• 5g of soaked vegetable gelatin leaves

Before you start, soak the gelatin in cold water.

To make the lemon cream, bring to boil together the lemon juice the sugar and the lemon zests. Once it is boiling, add the eggs and cook for 3 minutes until boiling while mixing sharply with a whisk.

Once it is cooked and still hot, add the gelatin and the butter, then use your hand blender until the mixture is soft

Once it is cold, add the Greek yogurt to the mix and stir with the spatula. It is now ready to use.

Lemon Meringue (optional)

  • 100g Egg White
  • 180g Sugar (divided in 3 portions of 60 g)
  • 10g Lemon Juice
  • Zest of 2 Lemons

Whisk the egg whites then add the sugar. Carry on whisking until the texture is thick then add the lemon juice and the lemon zests.

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Choux Pastry

 Before we start, please preheat your oven at 180 degrees, fan off, minimum humidity setting.

Ingredients list:

  • 200g whole milk
  • 300g water
  • 240g butter
  • 10g sugar
  • 8g salt
  • 375g Flour
  • 500g of eggs (approx. 10 eggs)

Personally, I halved the quantities and so the list looked like this:

Ingredients list B:

  • 100g whole milk
  • 150ml water
  • 120g butter
  • 5g sugar
  • 4g salt
  • 190g Flour
  • 6 medium eggs

Bring to boil the milk, water, butter, sugar and salt and watch over the pan. AS SOON AS IT IS BOILING, add the flour and stir firmly with the spatula for one minute or so, until the mix doesn’t stick to the sides of the pan any more. When it does not stick to the sides of the pan any more it means it is ready. Note : make sure the mix is not too runny or it will not raise but also not too dry or it will collapse soon after! This is where experience comes into… Dry it in the pan or add a bit of water until you get it right.

Now take the pan off the heat and add the eggs little by little and one by one until the mix is smooth but not too runny. The hard part in making choux pastry for an untrained eye is in this step: if the mix is too thick it needs more eggs, however the eggs must be added slowly as if it becomes too runny then it will not raise in the oven.

Chef’s tip: Trace a deep line into the choux pastry with your spatula. If the line closes up slowly, then it’s ready!

Transfer the choux pastry into your pastry bag and pipe into an éclair shape. Do not pipe them too close together as they need space to rise Then keep inside the oven at 180c for 35 minutes until golden.

Have a lovely sunny week!

Goat milk yogurt with orange blossom – not just for kids!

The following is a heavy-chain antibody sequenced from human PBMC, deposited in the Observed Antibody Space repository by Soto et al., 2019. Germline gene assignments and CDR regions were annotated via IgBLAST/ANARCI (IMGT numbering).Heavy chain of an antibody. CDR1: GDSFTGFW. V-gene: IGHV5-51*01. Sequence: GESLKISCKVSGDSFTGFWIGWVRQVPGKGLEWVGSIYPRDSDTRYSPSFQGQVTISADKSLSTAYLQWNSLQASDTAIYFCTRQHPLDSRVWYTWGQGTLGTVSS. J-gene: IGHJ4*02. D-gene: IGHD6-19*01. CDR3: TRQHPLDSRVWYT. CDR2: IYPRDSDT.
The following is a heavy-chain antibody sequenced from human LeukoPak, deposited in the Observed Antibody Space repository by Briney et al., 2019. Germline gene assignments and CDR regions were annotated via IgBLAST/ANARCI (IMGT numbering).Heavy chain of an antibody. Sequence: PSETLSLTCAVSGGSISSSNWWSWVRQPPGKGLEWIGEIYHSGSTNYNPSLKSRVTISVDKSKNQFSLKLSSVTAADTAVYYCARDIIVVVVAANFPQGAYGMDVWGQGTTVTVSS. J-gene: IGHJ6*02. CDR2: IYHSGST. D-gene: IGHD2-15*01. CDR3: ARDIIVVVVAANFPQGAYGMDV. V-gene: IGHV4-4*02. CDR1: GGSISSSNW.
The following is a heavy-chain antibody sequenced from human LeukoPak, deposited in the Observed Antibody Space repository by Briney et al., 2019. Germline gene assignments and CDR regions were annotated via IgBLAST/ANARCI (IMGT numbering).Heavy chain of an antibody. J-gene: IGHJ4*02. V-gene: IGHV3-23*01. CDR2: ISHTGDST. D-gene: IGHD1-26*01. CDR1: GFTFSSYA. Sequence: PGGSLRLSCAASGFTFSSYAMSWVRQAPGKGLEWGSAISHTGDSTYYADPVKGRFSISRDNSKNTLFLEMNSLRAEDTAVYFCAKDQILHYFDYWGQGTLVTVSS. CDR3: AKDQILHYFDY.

Recently, I have been switching to goat milk for my family yogurt making and here it is, a very easy treat!

Ingredients list:

  • Fresh full fat goat milk 1L
  • Live unsweetened yogurt 1 pot
  • Powder semi skimmed milk 1 potful (use the empty pot above!)
  • Orange blossom water 2 Tbsp

Use the milk at room temperature. If it is fresh and pasteurised, there is no need to heat it.

Add the live yogurt, the powdered milk and the orange blossom water. Mix it all in, avoiding all lumps, and pour in one large pot or individual terracotta or glass jars.

Leave overnight into a warm oven on lowest setting (usually 40 degrees) or use a steamer with a yogurt setting and leave for 8 hours. I use the Magimix steamer and leave it overnight to wake up to deliciously creamy  set yogurt.

You can add berries, jam or honey to this but I just prefer it straight with nothing added, just the freshness of the milk and the orange blossom water.

Obviously, you can do the same recipe still with organic whole cows milk.

 

Mix and pour

Mix and pour

Sark island kid goats

Sark island kid goats

Nutrition notes: Goat milk is generally better digested than cows milk and is part of a traditional Mediterranean diet in the shape of both cheese and yogurt. Try and choose organic milk for it contains less antibiotics and hormones than non-organic ones.

Warm crumble of apples and pears

A beautiful still life!

A beautiful still life!

A new Wild Food Market has blossomed in our neighbourhood and I got these apples and pears from one of the producers’ stalls. It was such a beautiful feature on my dining table I could hardly decide what to do with it!

Knowing that the beautiful Bramley apples turn into a light, soft snow once cooked, I decided to turn my display into a crumble once again…

Ingredients list:

  • 3 Bramley apples
  • 3 or four pears
  • Same amount of Flour, brown sugar and butter (150g)
  • Oatmeal or plain oats, 100g
  • Cinnamon, 1 Tbsp
  • ginger, 1 Tbsp
  • One capful of Orange blossom water
  • Cornflour, 1 tsp
  • A few blackberries (optional)

Butter up a deep dish  – terracotta or oven proof glass is best.